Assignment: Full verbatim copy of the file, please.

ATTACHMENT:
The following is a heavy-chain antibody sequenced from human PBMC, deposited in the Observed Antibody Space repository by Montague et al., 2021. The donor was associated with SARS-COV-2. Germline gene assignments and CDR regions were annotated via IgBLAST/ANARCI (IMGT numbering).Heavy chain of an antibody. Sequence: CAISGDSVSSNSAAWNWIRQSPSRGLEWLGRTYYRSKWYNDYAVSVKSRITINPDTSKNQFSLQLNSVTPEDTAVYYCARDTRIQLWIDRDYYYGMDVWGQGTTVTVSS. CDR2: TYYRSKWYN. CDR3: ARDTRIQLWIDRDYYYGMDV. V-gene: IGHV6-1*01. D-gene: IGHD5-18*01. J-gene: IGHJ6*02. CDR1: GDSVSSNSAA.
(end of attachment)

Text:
The following is a heavy-chain antibody sequenced from human PBMC, deposited in the Observed Antibody Space repository by Montague et al., 2021. The donor was associated with SARS-COV-2. Germline gene assignments and CDR regions were annotated via IgBLAST/ANARCI (IMGT numbering).Heavy chain of an antibody. Sequence: CAISGDSVSSNSAAWNWIRQSPSRGLEWLGRTYYRSKWYNDYAVSVKSRITINPDTSKNQFSLQLNSVTPEDTAVYYCARDTRIQLWIDRDYYYGMDVWGQGTTVTVSS. CDR2: TYYRSKWYN. CDR3: ARDTRIQLWIDRDYYYGMDV. V-gene: IGHV6-1*01. D-gene: IGHD5-18*01. J-gene: IGHJ6*02. CDR1: GDSVSSNSAA.